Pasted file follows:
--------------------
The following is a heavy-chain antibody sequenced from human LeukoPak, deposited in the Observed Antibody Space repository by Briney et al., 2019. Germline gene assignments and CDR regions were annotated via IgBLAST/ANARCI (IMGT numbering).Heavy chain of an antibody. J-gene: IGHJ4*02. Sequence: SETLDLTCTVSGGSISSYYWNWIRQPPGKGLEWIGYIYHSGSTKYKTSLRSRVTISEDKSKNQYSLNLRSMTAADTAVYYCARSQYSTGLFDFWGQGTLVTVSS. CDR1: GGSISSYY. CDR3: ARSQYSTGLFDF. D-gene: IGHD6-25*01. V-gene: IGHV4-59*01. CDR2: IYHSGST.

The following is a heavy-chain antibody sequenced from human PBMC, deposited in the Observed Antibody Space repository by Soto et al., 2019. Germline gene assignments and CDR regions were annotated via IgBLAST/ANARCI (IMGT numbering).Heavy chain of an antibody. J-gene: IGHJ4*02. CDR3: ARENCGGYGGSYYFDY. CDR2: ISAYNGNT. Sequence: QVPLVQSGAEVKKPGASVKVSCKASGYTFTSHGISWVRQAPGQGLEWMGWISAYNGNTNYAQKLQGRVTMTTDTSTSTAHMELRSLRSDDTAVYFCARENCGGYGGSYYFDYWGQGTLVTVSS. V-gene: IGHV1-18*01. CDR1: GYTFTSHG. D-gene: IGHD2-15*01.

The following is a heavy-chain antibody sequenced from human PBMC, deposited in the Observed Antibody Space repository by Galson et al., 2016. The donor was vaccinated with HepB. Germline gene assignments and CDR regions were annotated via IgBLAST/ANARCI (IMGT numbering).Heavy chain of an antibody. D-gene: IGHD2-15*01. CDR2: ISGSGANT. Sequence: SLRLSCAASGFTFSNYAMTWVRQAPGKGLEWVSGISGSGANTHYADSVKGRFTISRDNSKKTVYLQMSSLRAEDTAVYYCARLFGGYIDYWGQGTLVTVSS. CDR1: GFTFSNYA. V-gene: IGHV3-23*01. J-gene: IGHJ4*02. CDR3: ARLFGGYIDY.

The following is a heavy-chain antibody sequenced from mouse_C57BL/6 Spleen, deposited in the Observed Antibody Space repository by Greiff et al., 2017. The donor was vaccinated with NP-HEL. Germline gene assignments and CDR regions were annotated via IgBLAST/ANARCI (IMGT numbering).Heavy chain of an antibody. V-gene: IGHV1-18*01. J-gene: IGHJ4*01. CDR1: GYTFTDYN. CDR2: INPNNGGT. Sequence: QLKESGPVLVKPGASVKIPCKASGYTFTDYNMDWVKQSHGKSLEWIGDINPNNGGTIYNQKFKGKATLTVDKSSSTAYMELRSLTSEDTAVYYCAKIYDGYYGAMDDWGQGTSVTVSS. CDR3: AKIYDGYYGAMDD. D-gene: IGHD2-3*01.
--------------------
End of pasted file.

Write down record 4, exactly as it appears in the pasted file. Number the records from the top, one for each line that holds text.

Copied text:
The following is a heavy-chain antibody sequenced from mouse_C57BL/6 Spleen, deposited in the Observed Antibody Space repository by Greiff et al., 2017. The donor was vaccinated with NP-HEL. Germline gene assignments and CDR regions were annotated via IgBLAST/ANARCI (IMGT numbering).Heavy chain of an antibody. V-gene: IGHV1-18*01. J-gene: IGHJ4*01. CDR1: GYTFTDYN. CDR2: INPNNGGT. Sequence: QLKESGPVLVKPGASVKIPCKASGYTFTDYNMDWVKQSHGKSLEWIGDINPNNGGTIYNQKFKGKATLTVDKSSSTAYMELRSLTSEDTAVYYCAKIYDGYYGAMDDWGQGTSVTVSS. CDR3: AKIYDGYYGAMDD. D-gene: IGHD2-3*01.